Researchers have discovered rare dinosaur eggshells left abandoned by huge meat-eating animals that roamed a vast floodplain about 150 million years ago in Portugal.
Many of the eggshells, which belonged to two Jurassic-Era theropods, or a group of carnivorous dinosaurs, once harboured embryos of Torvosaurus, the largest predator of its day.
"It was the equivalent of the T-rex in the Cretaceous," said study co-author Vasco Ribeiro, a paleontologist at the Universidade Nova de Lisboa in Portugal.
Ribeiro and his colleagues aren't sure how the eggs came to be abandoned, 'LiveScience' reported.
Since the dinosaur eggs are so delicate, they are a relatively rare find, researchers said.
Researchers found the eggshell fragments at two separate sites, both of which were part of the Lourinha Formation, a geological formation known for its rich Jurassic dinosaur nest sites.
The eggshells were shattered and there was no trace of the dinosaur embryos that once coiled inside. However, by analysing the size, shape and texture of eggshells, the team was able to deduce which animals left those eggs so long ago.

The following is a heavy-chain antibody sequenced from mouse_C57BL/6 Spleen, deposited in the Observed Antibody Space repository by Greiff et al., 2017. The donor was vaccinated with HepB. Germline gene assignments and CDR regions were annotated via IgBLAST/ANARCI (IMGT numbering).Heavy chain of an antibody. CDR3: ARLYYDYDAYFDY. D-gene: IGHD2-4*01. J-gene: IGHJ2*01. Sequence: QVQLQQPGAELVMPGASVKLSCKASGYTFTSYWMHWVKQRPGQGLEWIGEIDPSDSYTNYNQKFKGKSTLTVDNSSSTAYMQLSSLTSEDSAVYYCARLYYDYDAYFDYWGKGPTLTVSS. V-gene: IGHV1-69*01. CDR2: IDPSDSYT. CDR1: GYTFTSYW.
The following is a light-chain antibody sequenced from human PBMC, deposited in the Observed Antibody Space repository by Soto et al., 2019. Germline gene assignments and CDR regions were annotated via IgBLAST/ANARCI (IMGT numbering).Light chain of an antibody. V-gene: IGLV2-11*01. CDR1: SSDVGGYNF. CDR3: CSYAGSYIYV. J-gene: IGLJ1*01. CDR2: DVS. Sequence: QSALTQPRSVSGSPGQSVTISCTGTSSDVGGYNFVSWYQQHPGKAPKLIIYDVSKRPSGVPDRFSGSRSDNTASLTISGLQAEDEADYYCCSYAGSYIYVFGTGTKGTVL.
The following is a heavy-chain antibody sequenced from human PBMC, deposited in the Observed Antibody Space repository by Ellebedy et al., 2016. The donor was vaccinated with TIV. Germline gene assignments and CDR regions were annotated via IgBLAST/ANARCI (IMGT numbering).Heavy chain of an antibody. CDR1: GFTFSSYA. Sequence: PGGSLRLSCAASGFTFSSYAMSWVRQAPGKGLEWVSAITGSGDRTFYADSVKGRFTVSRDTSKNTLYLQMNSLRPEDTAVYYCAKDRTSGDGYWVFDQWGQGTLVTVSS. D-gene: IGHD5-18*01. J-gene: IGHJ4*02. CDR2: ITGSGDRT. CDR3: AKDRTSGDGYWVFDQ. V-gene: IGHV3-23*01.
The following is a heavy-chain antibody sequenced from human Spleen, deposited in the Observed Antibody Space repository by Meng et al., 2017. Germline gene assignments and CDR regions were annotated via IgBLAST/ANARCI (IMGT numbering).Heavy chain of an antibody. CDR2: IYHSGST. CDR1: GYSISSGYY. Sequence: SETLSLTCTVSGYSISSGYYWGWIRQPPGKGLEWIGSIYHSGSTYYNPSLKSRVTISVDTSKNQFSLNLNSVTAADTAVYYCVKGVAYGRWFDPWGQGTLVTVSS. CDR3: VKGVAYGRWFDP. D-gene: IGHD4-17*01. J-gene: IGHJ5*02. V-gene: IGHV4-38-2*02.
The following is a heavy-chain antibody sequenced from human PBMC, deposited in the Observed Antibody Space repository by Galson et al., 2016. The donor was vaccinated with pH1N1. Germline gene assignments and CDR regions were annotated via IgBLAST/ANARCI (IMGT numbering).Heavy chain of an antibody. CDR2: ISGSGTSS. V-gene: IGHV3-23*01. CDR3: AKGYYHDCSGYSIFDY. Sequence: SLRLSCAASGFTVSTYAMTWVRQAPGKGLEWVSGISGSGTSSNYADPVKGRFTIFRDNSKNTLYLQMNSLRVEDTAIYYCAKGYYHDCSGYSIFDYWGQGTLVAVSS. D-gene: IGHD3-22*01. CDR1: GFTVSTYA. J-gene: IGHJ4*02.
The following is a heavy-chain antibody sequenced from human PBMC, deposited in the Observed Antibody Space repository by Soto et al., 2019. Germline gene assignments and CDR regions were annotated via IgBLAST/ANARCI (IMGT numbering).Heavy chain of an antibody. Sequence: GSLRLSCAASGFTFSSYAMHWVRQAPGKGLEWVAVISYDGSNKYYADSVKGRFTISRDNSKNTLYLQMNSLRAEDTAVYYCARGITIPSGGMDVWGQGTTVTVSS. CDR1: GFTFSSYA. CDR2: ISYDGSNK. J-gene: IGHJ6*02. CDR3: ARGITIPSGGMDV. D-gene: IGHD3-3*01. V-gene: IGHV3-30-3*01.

The shells found at one site came from spherical eggs that were about 15 centimetres in diameter.
They likely belonged to a Torvosaurus, a massive, bipedal dinosaur that grew up to 11 meters tall.
The eggs at the other site were harder to identify.
Researchers believe the eggs may have contained embryos of Lourinhanosaurus antunesi, a theropod that was about 4.5 metre long when full-grown.
When intact, the eggs from that site would have been about 13 cm along the long axis and 9 cm along the short axis.
Researchers don't know exactly how the eggs came to be abandoned.